What a sad, unnecessary accident...

Jim
__________________
Jim and Ann s/v Insatiable II , lying Port Cygnet, Tasmania once again
Jim Cate is offline   Reply With Quote
Old 12-01-2016, 18:58   #83
Bailing as fast as I can.
 
GILow's Avatar

Join Date: Sep 2008
Location: Adelaide, South Australia
Boat: Swanson 42
Posts: 3,585
Re: Tragic situation in Tasmania

Quote:
Originally Posted by Rustic Charm View Post
Just a thought. Did you purchase CO gas detectors or CO fire detectors? Or combination of both?
Hi RC, I bought two of the dedicated CO detectors sold with the Quell brand.

I might be kidding myself, it was close to double the price of the others so I hoped that spending the extra moola would increase the chance of it not being a total waste of money.

I saw some combo units but I am sceptical about such things and try to buy the tool that does one job well, rather than a tool that does many jobs poorly.

Matt
__________________
Very funny Scotty, now beam down my clothes.
http://www.swansonsailor.id.au
GILow is offline   Reply With Quote
Old 12-01-2016, 19:29   #84
Senior Cruiser

Cruisers Forum Supporter

Join Date: Jan 2012
Location: vessel sold at LAKES ENTRANCE to a local. Currently nursing my 93 Y/o mother in Sydney. Next boat probably will be bought in the U.S.
Boat: triton 721 24' x 9' 1985 Cutter rigged.
Posts: 922
Re: Tragic situation in Tasmania

Quote:
Originally Posted by Jim Cate View Post
It has now been announced that the child's problem was not related to CO poisoning. Thus, in a way, had she not become ill, those other blokes wouldn't have had the job of returning the boat to Hobart and the skipper would perhaps not have made the fatal mistake that they did. The fickle finger of fate was beckoning...

What a sad, unnecessary accident...

Jim

How wise.
__________________
brianlara 3 is offline   Reply With Quote
Old 13-01-2016, 04:12   #85
Registered User
 
Rustic Charm's Avatar

Join Date: Jun 2011
Location: Tasmania, Australia
Boat: Bieroc 36 foot Ketch
Posts: 4,898
Re: Tragic situation in Tasmania

Quote:
Originally Posted by MarkSF View Post
There is no such thing as a CO fire detector. There are fire detectors (principle of detection : smoke), CO detectors, and there are some combination detectors, which are simply both in one box.
Stop being so pedantic around the wording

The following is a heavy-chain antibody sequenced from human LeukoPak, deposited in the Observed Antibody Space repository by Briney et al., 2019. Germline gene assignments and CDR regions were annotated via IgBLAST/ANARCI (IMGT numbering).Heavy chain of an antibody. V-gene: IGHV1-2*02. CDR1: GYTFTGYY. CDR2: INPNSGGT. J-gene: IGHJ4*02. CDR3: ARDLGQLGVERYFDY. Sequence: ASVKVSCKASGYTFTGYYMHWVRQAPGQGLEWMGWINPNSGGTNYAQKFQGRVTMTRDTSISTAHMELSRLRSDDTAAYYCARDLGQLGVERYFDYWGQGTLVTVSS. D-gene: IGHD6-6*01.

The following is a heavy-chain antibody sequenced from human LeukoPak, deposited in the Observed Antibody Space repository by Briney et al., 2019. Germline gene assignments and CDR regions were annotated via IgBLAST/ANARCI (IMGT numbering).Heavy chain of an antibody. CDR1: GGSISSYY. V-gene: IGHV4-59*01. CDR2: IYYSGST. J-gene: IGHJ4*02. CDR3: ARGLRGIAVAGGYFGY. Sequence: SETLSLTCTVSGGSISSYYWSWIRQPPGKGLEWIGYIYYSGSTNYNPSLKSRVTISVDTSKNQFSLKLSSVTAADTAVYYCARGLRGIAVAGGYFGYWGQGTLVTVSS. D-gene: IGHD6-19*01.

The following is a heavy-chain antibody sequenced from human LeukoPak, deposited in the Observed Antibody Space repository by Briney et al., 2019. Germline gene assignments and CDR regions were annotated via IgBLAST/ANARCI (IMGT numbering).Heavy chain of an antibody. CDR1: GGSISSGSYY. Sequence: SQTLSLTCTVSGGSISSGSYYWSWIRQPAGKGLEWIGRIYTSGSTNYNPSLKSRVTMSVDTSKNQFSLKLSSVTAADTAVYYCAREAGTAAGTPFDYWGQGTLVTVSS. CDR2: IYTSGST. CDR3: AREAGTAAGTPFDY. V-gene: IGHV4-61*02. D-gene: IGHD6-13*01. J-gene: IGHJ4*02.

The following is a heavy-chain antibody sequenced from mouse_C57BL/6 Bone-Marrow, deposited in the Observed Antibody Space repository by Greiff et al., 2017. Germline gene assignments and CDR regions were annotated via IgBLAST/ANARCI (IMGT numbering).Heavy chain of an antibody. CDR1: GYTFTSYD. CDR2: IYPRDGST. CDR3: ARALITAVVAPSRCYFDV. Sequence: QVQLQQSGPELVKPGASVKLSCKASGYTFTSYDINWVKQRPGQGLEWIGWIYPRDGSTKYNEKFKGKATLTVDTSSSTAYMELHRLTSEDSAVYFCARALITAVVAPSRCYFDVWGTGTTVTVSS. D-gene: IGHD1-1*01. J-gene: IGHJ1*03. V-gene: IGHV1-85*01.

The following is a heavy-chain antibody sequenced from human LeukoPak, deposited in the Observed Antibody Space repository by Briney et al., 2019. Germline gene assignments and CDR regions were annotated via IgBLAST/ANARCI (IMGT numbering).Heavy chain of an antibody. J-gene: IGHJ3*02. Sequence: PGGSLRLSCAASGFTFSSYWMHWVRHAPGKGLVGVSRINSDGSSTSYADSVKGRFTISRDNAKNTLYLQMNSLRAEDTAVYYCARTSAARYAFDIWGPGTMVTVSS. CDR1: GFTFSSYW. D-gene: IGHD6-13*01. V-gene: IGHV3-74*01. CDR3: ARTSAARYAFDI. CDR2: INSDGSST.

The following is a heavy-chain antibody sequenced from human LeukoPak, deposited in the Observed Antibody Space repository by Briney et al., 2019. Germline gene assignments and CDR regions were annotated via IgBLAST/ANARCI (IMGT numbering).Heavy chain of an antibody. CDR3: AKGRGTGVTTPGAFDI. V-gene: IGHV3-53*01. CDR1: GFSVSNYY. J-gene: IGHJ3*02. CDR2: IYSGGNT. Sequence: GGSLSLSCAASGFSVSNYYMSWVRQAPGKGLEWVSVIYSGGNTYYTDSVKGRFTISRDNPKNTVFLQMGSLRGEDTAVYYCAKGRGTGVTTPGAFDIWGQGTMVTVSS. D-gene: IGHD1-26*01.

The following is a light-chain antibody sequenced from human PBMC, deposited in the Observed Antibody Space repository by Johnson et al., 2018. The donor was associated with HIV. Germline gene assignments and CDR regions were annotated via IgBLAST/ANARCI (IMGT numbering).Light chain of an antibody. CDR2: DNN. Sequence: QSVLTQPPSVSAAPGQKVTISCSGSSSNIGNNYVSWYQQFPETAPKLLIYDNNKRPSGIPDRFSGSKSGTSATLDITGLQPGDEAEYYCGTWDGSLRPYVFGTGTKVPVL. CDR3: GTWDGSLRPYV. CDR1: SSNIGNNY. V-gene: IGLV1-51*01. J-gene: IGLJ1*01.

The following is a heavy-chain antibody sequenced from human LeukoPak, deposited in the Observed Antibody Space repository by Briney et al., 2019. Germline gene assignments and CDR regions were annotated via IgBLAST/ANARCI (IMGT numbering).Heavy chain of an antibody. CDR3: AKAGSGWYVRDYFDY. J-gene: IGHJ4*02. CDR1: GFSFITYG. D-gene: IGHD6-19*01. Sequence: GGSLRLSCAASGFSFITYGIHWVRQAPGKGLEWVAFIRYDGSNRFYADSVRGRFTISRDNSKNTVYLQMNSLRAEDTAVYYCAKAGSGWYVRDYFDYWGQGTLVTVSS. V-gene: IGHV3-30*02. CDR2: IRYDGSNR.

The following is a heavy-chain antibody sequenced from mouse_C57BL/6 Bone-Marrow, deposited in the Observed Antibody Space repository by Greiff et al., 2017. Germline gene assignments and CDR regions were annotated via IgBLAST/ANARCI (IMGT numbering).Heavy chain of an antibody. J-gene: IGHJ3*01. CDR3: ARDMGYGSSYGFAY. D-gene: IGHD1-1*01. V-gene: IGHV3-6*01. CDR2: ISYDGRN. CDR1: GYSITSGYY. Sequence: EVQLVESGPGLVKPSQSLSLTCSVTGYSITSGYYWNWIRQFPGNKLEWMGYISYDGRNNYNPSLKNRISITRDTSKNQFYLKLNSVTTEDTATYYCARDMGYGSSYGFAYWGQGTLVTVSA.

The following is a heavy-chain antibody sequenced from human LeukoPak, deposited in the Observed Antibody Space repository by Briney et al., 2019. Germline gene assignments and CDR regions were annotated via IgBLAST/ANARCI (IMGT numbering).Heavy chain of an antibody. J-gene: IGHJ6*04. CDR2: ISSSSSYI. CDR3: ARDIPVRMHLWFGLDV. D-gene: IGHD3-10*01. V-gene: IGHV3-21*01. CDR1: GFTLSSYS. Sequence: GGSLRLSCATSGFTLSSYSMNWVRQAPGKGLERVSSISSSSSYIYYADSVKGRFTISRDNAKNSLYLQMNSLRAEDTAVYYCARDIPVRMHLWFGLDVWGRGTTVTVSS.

There are fire detectors which are used to detect 'fires' by the carbon monoxide produced by the fire. There generally put on walls, and ceilings. They are still not a recognised fire alarm in Australia.

There are fire detectors that detect fires by 'seeing' the smoke.

There are fire detectors that detect fires by 'heat'.

And as you point out, there are combinations of such.

None of these are entirely suitable for boats though they don't hurt. On a boat a bilge alarm is necessary with a detector that will detect gas at its lowest point, without the detector getting wet.
__________________
Rustic Charm is offline   Reply With Quote
Old 13-01-2016, 04:22   #86
Bailing as fast as I can.
 
GILow's Avatar

Join Date: Sep 2008
Location: Adelaide, South Australia
Boat: Swanson 42
Posts: 3,585
Re: Tragic situation in Tasmania

Quote:
Originally Posted by Rustic Charm View Post
On a boat a bilge alarm is necessary with a detector that will detect gas at its lowest point, without the detector getting wet.
Yeah, bugger-it. I killed the sensor on our bilge gas alarm when I shipped bit of water a few weeks back. Still got two spares, but at $90 each I am pretty pissed with myself.
__________________
Very funny Scotty, now beam down my clothes.
http://www.swansonsailor.id.au
GILow is offline   Reply With Quote
Old 13-01-2016, 04:24   #87
Registered User
 
Rustic Charm's Avatar

Join Date: Jun 2011
Location: Tasmania, Australia
Boat: Bieroc 36 foot Ketch
Posts: 4,898
Re: Tragic situation in Tasmania

Quote:
Originally Posted by GILow View Post
Hi RC, I bought two of the dedicated CO detectors sold with the Quell brand.

I might be kidding myself, it was close to double the price of the others so I hoped that spending the extra moola would increase the chance of it not being a total waste of money.